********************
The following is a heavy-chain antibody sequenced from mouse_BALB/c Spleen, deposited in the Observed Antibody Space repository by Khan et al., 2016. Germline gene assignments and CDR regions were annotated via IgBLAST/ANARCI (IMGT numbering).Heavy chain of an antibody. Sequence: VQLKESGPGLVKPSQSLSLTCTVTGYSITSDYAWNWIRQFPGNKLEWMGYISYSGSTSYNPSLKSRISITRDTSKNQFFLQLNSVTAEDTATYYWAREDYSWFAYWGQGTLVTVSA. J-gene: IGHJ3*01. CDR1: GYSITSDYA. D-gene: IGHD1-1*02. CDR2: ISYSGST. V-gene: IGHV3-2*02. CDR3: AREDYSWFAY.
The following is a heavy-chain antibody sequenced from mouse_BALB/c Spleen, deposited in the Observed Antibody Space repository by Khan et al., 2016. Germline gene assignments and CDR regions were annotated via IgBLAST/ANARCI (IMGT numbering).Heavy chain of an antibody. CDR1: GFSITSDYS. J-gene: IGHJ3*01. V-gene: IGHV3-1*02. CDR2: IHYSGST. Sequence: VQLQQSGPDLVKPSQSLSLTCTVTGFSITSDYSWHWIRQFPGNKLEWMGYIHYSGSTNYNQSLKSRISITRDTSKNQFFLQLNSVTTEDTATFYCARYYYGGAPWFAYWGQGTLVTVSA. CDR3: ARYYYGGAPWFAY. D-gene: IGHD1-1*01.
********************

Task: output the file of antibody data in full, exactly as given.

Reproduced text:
The following is a heavy-chain antibody sequenced from mouse_BALB/c Spleen, deposited in the Observed Antibody Space repository by Khan et al., 2016. Germline gene assignments and CDR regions were annotated via IgBLAST/ANARCI (IMGT numbering).Heavy chain of an antibody. Sequence: VQLKESGPGLVKPSQSLSLTCTVTGYSITSDYAWNWIRQFPGNKLEWMGYISYSGSTSYNPSLKSRISITRDTSKNQFFLQLNSVTAEDTATYYWAREDYSWFAYWGQGTLVTVSA. J-gene: IGHJ3*01. CDR1: GYSITSDYA. D-gene: IGHD1-1*02. CDR2: ISYSGST. V-gene: IGHV3-2*02. CDR3: AREDYSWFAY.
The following is a heavy-chain antibody sequenced from mouse_BALB/c Spleen, deposited in the Observed Antibody Space repository by Khan et al., 2016. Germline gene assignments and CDR regions were annotated via IgBLAST/ANARCI (IMGT numbering).Heavy chain of an antibody. CDR1: GFSITSDYS. J-gene: IGHJ3*01. V-gene: IGHV3-1*02. CDR2: IHYSGST. Sequence: VQLQQSGPDLVKPSQSLSLTCTVTGFSITSDYSWHWIRQFPGNKLEWMGYIHYSGSTNYNQSLKSRISITRDTSKNQFFLQLNSVTTEDTATFYCARYYYGGAPWFAYWGQGTLVTVSA. CDR3: ARYYYGGAPWFAY. D-gene: IGHD1-1*01.